- K.S.Fs of Competitors 3. Customization:
- leveraging of suppliers To offer required services in
The SWOT analysis & Strategy
Internal Strengths Weaknesses
Factors e.g. strengths e.g. areas not
in R&D, showing up in
knowledge, ‘strengths’ box
External finance etc.
Opportunitie S/O Strategy W/O Strategy
s (maxi-maxi) (mini-maxi)
e.g. economic using strengths overcoming
upturns, to leverage weakness to
opportunities leverage
Threats social S/T Strategy W/T Strategy
changes etc.
e.g. (maxi-mini) (mini-mini)
competition, using strengths take cover for
new entrants, to avoid or both
reduction of overcome weaknesses &
threats threats
Budgeting Formulating Comparing &
( Numberizing Plans) Supporting choosing an
plans alternative
Say, Sales budget Say, plan to buy Decisio
Operational Expense Equipment, recruit & train n
budget, Employees, develop product making
Capital expenditure etc
Deployment (MBO etc.)

Decision Making = is the core of the planning process; a plan

does not come into being unless a ‘decision’ i.e. certain
commitments of resources, managerial time and money
are made and risks are taken.
Caution: A “Plan” is not intentions and should not suffer from
“Analysis Paralysis”.
Planning Premises & Strategies …
Top-down Mission Response Board of
Approach Overall
Objectives & CEO
Key result areas.
Division Division
Head Head
Divisional objectives Product X Product Y

Sales & Mktg

Production Dept
Departmental objectives Dept

Individual objectives Sales Manager A Sales Manager B

This is the “Cascade Principle”, discussed earlier.

While setting Objectives, ideally, Top Management should get

information / ‘buy-in’ from lower levels to set tough but
achievable goals for a good result.
 A comprehensive managerial system that integrates many
key managerial activities in a systematic manner and that is
consciously directed towards the effective and efficient
achievement of organizations’ and individual objectives:
• Set-out by Peter Drucker in 1954; integrated to personal
performance appraisal by Douglas McGregor in 1957;
• Has formed the basis for many theories on motivation;
• Has been criticized for introducing a short-term focus and
undesirable (individualistic) behaviour;
• Currently viewed as a ‘way of managing’ (deployment cascade) –
not a specific tool.
 Decision making is a ‘rational choice’ process,
bounded by:
• Limitations: time, information and ‘logic’;
• Behaviour: Risk averseness and biases.
A key step in the process is to identify those limiting
factors, ‘road-blocks’ to each effective (‘right thing’)
alternative – then finding a ‘solution’ with least
sacrifice of resources (‘thing right’):
• Factors: quantitative, qualitative/intangible;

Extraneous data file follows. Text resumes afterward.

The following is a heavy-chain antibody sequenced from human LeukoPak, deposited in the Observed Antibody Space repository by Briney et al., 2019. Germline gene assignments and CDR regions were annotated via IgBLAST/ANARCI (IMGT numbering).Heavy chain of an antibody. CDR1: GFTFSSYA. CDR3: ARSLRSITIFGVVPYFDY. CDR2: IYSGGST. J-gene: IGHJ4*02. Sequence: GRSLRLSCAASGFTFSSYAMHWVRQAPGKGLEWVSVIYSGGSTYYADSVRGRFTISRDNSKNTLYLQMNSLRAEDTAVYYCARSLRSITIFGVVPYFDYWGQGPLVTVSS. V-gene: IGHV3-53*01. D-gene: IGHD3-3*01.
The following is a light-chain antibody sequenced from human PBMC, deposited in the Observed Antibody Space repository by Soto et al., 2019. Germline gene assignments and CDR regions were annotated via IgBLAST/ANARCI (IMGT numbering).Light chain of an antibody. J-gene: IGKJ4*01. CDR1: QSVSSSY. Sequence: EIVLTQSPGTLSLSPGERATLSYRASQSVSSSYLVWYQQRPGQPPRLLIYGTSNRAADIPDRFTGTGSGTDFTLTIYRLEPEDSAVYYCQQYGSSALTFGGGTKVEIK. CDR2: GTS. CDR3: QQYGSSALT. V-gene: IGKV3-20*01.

• Nature: structured/unstructured
• Finding solutions:
marginal analyses – benefits with incremental inputs;
cost-effectiveness – assessment of benefits over costs;
Intuitive/judgmental – making ‘connections’ that are not obvious
Decision Making…ctd.
Nature of decision making in Organizations
Non Programmed decisions: used for unstructured, novel and ill-
defined situations of non-recurring nature
Programmed decision: is applied to structured or routine problems;
very often recurring maybe under varying circumstances

Top level
Managers Non-
Middle level Decisions
“Experience”: good teacher and useful when
routine/repeat situations arise under similar
circumstances. Without due analysis of the
conditions, mistakes tend to repeat or a poor
fit results.
How to select
Amongst the “Research & analysis”: the approach is in at firs
Alternatives ? understanding the problem (‘half the solution’!)
then finding relations between various factors
which hinder or foster goal attainment. This is a
structured, analytical approach quantitative or
“Experimentation”: arguably, the best technique
to use, particularly when either experience or
rationale is lacking/limited. However is expensiv
and ‘success/failures’ are magnified, results are
subject to interpretational errors.
 Decision making takes place under varying
degrees of uncertain conditions and risks.
Techniques used to aid the process are:
• Risk analysis: every decision is based on
interactions amongst different factors/variables –
each of which have their own probabilities (towards
‘success’). Analysis of these probabilities yield a risk
profile for each alternative path. In the absence of
defined probabilities, estimates can be used.
• Decision trees: the outcome (measure pre-decided
e.g. cost or time) of every step in the decision is
charted and a course selected on the most
favourable outcome. Very much like making a trip,
navigating by using a road-map (refer example in W &
K, “Management – a global perspective/10th edn. Pg. 209)
• Flow Charts: as a process-guide to taking a decision and
helps as a check-list of key variables, the sequence in
which they fall and the interrelations. Key to making a